Next I wanted to show him how to teach Sit with the clicker. At this point he proudly told me that she already knew Sit. I asked him to demonstrate. Bill stood up, quietly said Sit! and nothing happened. Next he said Sit!! a bit louder and nothing happened. Then he shouted Sit!! and nothing happened. So then he pulled up on her collar and pushed down on her butt. At this point, he proudly looked at me as if he had proved that she knew Sit.

I then stood up and showed him how I would teach his dog the word without using the word. I simply took a hamburger treat, held it by Freedom’s nose, then moved the treat up and back. This raised her head and caused her butt to fall to the floor. At that instant I clicked and gave her the treat. I repeated this several times until she was sitting the instant my hand moved up.

Then I added the word. Before I moved my hand I said Sit. Then I moved my hand, clicked when she sat, and, as I gave her the treat, I said GOOD SIT! I repeated this several times until she was sitting as I was saying Sit. No fuss, no muss, no choking, no pushing. She now truly knew what Sit meant. Bill was pretty impressed with this display and thought he might like to continue the process. I then showed him how to teach Down and Walk using the same concepts. I sent him on his way with some handouts and let him know that if he had any problems or questions he could call me. We set up an appointment for the following week.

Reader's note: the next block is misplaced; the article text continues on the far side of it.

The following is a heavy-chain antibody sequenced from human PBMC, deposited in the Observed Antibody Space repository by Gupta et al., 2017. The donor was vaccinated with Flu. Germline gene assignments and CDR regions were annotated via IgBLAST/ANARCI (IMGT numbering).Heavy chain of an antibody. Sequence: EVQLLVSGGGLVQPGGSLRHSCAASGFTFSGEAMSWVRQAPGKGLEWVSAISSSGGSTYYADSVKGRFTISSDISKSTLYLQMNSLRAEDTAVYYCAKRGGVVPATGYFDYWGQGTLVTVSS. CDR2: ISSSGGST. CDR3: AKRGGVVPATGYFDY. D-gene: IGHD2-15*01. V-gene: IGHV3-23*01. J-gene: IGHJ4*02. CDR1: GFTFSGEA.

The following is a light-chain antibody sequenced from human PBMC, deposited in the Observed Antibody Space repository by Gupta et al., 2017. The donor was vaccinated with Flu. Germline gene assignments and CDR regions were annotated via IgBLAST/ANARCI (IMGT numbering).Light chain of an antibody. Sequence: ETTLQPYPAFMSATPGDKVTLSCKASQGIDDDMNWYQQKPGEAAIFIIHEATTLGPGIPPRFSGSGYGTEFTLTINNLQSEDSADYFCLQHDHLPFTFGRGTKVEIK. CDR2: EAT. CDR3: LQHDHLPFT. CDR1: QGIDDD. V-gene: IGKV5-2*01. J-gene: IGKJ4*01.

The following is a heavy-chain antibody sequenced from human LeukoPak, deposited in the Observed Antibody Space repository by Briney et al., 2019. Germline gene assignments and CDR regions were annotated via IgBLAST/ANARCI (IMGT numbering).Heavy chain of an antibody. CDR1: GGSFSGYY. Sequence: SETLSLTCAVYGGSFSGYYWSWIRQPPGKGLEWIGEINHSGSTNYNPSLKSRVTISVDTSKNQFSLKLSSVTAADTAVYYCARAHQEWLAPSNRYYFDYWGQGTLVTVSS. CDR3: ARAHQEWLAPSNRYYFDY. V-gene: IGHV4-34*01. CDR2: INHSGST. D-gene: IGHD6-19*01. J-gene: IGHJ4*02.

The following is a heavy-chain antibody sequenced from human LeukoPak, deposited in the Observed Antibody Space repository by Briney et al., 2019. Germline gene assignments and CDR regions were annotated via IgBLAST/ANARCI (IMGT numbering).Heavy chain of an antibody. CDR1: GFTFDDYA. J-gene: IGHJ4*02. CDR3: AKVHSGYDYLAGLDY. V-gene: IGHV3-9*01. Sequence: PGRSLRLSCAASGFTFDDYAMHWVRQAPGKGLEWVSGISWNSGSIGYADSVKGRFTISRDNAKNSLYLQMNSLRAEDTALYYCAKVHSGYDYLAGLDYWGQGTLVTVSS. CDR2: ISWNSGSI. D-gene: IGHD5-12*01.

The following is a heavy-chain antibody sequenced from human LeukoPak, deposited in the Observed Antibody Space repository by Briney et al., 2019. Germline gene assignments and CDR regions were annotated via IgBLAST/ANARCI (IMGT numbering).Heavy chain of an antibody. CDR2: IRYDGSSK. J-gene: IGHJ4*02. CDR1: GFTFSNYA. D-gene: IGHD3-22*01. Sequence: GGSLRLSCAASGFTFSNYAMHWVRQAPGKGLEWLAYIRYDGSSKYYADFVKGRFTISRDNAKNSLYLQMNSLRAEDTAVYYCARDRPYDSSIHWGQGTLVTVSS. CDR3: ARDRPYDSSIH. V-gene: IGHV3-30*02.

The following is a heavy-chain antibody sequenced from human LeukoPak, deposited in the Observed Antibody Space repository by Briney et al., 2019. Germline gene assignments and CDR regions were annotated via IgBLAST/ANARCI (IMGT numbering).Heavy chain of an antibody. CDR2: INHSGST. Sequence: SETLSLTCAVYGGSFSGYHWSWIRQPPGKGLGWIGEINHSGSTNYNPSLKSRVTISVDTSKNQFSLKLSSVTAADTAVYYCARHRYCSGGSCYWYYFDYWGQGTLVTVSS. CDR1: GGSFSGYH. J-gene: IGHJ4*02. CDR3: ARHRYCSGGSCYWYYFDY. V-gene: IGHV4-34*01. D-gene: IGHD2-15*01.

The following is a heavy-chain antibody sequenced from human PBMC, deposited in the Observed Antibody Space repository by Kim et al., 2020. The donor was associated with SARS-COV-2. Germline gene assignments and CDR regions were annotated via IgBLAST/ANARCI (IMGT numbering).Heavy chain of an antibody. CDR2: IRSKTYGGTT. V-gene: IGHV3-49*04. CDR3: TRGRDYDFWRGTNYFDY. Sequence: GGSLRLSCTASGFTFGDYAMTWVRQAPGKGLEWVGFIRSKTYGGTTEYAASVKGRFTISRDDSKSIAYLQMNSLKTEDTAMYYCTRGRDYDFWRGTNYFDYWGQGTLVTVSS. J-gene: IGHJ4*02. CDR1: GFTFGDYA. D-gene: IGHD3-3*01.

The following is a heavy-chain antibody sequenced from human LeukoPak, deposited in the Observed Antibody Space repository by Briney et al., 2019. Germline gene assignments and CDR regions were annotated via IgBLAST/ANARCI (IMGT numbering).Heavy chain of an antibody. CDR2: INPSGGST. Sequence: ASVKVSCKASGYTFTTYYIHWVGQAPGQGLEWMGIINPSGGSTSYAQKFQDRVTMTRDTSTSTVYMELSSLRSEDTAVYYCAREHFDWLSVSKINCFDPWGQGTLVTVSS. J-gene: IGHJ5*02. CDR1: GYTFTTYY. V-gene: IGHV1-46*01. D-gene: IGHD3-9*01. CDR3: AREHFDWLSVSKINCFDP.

Sometimes the "Right" Dog for the Job Isn't a Dog At All

Since I had not heard from Bill, I had assumed that his week had gone well and was expecting him to show me a dog who could sit, down and walk. Boy, was I wrong! Bill said that he had been too busy to do any teaching during that week and that Freedom had become a real problem because she was getting bored and wanted attention.

Freedom and her new owner were delighted with the turn of events and with each other. The shy dog found new confidence from daily, one-on-one handling and teaching.

Apparently, the good experience she had at our last session was something that she wanted more of because she came trotting into the center and came right up to me and sat. Freedom wanted to learn and wanted to please but no one was taking the time to teach her about living with humans.

I tried to explain to Bill that unless someone found the time to work with Freedom, there would be no change in her behavior. Nothing changes in your relationship with a dog until the human changes first! Dogs take their cues from us. As long as the cues stay the same, the response to the cue also stays the same.